During community meetings, the project team recommended conducting more outreach/awareness-building on the existing stormwater credit program to developers (many developers do not know it exists); raising the baseline standard to qualify for credits; and adding specifications for green practices and guidance on how to design and build green infrastructure methods. Outreach also included engagement and discussion on social media, the design and production of posters that describe the issues and solutions for engagement with homeowners, presentations at regional and national conferences, and design and installation of public signs describing green infrastructure projects.

Project Recommendations

The project's analyses indicated that precipitation—and damage from flooding— is expected to increase in the Silver Creek watershed over the next 20 years. The following strategies were recommended to reduce future flooding damages:

  • Look for opportunities to increase flood storage and reduce runoff with green infrastructure:
    • Identify areas where the floodplain can be restored or new flood retention areas can be created within existing open space (e.g., tax-forfeited parcels).
    • Identify commercial/industrial rooftop areas that may be suitable for blue roofs.
    • Incorporate the use of pervious pavement in roadway capital improvement plans.
    • Incorporate the use of curb cuts to direct runoff into vegetated areas (rather than into storm drains) in roadway capital improvement plans.
    • Install bioretention areas and swales, particularly along unimproved streets.
  • Remove buildings from the floodplain where flooding is severe (buy-outs). Additionally, consider combining buy-outs with other land use strategies (purchase of tax-forfeited parcels, transfer of development rights, or other mechanisms) to shift development density away from the most flood-prone areas.
  • Promote community acceptance of green infrastructure by building on past successes and showcasing benefits (e.g., previously installed bioretention areas).
  • Look for opportunities to implement co-benefits of green infrastructure:
    • Create recreational trails along water features.
    • Create parks and open space on buy-out parcels.
  • Consider revising stormwater policies to incorporate more stringent requirements for onsite retention.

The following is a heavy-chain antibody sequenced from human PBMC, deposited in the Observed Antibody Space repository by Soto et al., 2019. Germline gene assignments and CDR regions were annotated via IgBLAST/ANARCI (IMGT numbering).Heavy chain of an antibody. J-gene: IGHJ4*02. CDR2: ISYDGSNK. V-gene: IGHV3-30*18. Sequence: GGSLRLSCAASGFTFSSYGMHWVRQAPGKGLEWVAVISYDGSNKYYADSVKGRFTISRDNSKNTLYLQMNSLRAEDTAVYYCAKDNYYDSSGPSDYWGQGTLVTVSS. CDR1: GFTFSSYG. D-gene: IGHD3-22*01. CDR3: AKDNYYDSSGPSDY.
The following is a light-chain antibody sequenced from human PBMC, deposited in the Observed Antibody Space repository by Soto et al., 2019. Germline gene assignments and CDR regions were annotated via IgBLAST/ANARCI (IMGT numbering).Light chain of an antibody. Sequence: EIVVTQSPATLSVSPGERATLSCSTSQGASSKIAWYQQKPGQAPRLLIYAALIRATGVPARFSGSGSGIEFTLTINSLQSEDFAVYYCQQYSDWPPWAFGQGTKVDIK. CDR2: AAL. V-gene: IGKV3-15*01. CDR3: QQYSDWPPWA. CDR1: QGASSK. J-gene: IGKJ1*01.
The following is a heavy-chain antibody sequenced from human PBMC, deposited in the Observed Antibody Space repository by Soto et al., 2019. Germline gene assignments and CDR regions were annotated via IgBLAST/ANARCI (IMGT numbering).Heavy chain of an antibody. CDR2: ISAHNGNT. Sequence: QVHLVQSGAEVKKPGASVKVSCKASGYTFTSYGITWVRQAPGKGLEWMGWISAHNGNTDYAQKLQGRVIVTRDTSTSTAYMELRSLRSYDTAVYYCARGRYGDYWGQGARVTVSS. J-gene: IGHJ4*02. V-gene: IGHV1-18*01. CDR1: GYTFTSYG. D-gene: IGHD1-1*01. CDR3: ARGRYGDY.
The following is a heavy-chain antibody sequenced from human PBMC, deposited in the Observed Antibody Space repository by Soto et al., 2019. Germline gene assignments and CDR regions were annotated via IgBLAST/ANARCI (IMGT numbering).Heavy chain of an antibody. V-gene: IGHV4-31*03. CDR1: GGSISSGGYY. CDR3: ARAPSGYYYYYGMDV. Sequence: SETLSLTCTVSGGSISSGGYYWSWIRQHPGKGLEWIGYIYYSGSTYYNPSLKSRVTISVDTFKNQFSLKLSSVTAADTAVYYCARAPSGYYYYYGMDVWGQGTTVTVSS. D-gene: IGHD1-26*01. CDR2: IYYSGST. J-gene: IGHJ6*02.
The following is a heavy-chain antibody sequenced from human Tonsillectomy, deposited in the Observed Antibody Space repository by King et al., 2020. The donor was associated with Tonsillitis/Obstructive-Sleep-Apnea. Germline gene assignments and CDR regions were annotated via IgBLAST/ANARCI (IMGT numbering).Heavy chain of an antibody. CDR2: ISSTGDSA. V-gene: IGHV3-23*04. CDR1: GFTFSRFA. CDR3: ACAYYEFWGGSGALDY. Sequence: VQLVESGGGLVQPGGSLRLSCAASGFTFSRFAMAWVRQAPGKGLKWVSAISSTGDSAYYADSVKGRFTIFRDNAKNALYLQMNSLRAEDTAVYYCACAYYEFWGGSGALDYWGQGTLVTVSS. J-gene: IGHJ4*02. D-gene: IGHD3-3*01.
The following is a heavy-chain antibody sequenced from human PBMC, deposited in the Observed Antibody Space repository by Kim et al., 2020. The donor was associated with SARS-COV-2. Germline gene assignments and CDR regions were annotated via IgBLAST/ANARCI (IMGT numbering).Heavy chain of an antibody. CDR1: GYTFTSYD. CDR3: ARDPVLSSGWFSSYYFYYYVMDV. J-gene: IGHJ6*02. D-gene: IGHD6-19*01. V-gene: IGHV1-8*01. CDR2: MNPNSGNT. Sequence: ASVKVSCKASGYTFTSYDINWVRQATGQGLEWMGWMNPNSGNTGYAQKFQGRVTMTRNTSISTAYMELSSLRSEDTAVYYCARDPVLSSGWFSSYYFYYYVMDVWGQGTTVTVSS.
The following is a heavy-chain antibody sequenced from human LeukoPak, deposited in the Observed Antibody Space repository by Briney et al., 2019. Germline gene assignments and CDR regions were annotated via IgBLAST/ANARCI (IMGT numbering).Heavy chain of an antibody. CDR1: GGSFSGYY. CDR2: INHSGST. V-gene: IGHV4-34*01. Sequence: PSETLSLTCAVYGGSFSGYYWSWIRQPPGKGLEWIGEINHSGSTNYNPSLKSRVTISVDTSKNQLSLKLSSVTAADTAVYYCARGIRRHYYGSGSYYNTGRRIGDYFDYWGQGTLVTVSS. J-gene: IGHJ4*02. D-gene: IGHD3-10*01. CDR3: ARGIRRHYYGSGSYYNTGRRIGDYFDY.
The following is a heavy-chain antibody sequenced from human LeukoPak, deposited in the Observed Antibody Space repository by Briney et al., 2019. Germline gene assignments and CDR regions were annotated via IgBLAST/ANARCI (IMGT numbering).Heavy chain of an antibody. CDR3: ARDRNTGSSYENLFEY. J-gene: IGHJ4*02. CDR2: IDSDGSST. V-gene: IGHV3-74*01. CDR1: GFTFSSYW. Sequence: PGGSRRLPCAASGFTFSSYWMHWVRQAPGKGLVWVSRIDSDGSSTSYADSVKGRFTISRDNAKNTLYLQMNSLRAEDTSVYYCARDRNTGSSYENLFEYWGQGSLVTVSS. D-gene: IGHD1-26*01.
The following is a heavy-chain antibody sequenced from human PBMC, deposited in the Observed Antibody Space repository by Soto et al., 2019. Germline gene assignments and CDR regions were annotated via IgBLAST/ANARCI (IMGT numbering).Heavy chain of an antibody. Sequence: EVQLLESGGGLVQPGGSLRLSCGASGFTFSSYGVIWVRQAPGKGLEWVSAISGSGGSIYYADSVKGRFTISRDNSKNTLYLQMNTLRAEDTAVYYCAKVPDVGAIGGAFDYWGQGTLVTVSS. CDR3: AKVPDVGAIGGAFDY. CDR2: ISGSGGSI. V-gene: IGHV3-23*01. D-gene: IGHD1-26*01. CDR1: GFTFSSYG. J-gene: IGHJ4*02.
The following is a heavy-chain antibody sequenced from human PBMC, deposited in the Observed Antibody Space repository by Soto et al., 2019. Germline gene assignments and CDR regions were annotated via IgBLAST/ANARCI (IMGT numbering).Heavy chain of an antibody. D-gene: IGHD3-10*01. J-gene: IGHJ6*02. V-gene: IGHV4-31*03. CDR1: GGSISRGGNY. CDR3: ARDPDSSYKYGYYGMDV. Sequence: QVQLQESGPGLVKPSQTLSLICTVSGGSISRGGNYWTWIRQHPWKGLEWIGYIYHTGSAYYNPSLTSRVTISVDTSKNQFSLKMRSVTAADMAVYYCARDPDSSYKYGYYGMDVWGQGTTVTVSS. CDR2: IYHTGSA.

It takes a crew to run a ship

One of the driving forces behind the success of Toledo’s greenwater infrastructure planning is the collaboration. "Partners are a critical part of the success of this project," says Cary-Kothera. "I think the take-home message is that these projects are complicated, and you really need to build partnerships that supplement the skills, take advantage of the network and the resources that are out there, and figure out how to leverage those."

She adds, "It takes time to implement green infrastructure, so give yourself a break. It’s not going to happen overnight, and build that into your implementation plans." 

Starting with smaller projects to build momentum and gain public acceptance, Toledo has started to implement a green infrastructure network that it can scale up over time to more fully address its flooding and water quality goals. 

“Locally there is a perception that people see green infrastructure projects as things that happen on the East Coast or the West Coast,” says Patekka Pope Bannister, “and we can show them that we have examples here.”

Story Credit
Adapted with permission by Allyson Alvis and Benjamin Chappelow, writing interns with UNC Asheville's National Environmental Modeling and Analysis Center (NEMAC), from "Green Infrastructure Guidance for Flood Reduction," by Tashya Allen, Rachael Franks Taylor, and Lauren Long, The Baldwin Group, NOAA OCM, originally published June 23, 2016, in the Great Lakes Coastal Resilience Planning Guide; from the "Green Infrastructure for Localized Flood Management" webcast hosted by EPA on December 2, 2014, featuring speakers Lori Cary-Kothera, NOAA OCM, and Patekka Bannister, City of Toledo Division of Environmental Services; and from the Peer-to-Peer Case Study "Building Momentum for Green Infrastructure Implementation" from NOAA OCM's Digital Coast, last modified September 20, 2019. See links at right, under "Additional Resources."
Banner Image Credit
Travis Essinger on Unsplash
Last modified
10 March 2021 - 6:55pm